It started with> cans and bottles, evolved to include bamboo flooring and nontoxic paints, and now the latest focus of the eco-friendly movement is...swimming pools. Installations of in-ground residential pools have dropped by double digits in each of the past three years, according the Association of Pool & Spa Professionals, but installers say there s one bright spot in the market sales of green pool equipment. Some of the options:
Saline pools, which are about 10 percent as salty as seawater, have become increasingly popular with people looking to minimize chlorine use. Chlorine is still present it s created when the saltwater passes through a salt chlorine generator but pool owners don t have to buy or handle it. Proponents of salt pools also say the water smells better and is easier on eyes and skin, not to mention wallets. With salt costing $2 to $10 a month, a saline system is cheaper to maintain than a standard chlorine system. One downside: Some owners report corrosion of nearby decks or furniture.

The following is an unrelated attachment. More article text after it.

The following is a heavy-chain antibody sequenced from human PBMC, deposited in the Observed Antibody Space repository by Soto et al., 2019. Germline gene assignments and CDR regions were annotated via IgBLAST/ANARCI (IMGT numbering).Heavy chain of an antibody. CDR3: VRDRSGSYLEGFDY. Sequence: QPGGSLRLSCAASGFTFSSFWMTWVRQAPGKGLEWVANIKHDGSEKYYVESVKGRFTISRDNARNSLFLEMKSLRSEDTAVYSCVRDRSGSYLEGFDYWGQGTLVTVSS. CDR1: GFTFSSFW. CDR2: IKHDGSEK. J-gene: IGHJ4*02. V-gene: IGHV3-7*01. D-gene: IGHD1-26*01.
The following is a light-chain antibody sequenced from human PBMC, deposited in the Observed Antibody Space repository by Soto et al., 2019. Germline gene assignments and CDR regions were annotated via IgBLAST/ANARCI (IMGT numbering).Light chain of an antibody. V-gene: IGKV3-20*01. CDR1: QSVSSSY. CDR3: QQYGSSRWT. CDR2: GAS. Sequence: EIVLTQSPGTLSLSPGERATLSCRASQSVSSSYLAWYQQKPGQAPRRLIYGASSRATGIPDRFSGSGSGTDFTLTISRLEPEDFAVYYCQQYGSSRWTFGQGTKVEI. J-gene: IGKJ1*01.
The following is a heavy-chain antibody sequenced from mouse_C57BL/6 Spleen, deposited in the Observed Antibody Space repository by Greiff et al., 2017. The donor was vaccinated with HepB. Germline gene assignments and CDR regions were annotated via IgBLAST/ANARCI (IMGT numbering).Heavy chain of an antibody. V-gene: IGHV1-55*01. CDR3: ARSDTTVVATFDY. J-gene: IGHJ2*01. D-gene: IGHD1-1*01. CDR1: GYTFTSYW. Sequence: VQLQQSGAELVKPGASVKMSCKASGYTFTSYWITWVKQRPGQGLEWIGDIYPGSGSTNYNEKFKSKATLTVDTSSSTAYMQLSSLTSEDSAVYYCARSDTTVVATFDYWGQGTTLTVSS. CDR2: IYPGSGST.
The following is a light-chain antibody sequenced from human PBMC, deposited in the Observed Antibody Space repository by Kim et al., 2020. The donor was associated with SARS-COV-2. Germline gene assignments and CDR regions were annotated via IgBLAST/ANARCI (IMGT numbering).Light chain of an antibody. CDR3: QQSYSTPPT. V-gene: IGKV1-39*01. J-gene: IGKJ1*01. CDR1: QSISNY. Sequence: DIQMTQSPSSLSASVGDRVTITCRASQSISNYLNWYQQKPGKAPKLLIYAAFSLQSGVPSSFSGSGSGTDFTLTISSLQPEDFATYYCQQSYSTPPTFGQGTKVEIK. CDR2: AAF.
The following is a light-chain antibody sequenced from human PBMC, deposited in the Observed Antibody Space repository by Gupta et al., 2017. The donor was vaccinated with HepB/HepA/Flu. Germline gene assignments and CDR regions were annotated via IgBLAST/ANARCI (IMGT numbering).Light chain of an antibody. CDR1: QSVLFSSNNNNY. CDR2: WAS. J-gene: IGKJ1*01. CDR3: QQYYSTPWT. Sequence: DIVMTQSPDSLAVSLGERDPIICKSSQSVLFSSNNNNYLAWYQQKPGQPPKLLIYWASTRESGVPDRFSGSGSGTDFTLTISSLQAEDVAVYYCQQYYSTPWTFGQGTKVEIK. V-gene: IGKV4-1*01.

Looking to reduce chlorine even further? Some pool owners are turning to ultraviolet light filters, which reportedly help shrink a pool s chemical content by about 70 percent. These systems work by filtering the water through a chamber that kills organic matter by blasting it with powerful UV light. But the special bulbs, which cost as much as $400 apiece, must be replaced every couple of years. A slightly more affordable option is Zodiac Pool Systems Nature2 CF, a $102 cartridge that can be dropped into a standard pool filter and cleans the water using minerals; each cartridge lasts about four months.
Save Your Energy
Of course, going green isn t just about what s in the water. A variable-flow circulation pump, which filters more slowly than most, uses about six times less electricity and saves up to $500 a year, says Dana Anderson, president of Oregon-based Anderson Poolworks. Using sun power can also help conserve; solar pool covers reflect rays and minimize evaporation, while solar heating systems all but eliminate power bills. They re not cheap: The heaters start at about $3,000. But according to the U.S. Department of Energy, they can pay for themselves in as little as two years and typically last 10 or more.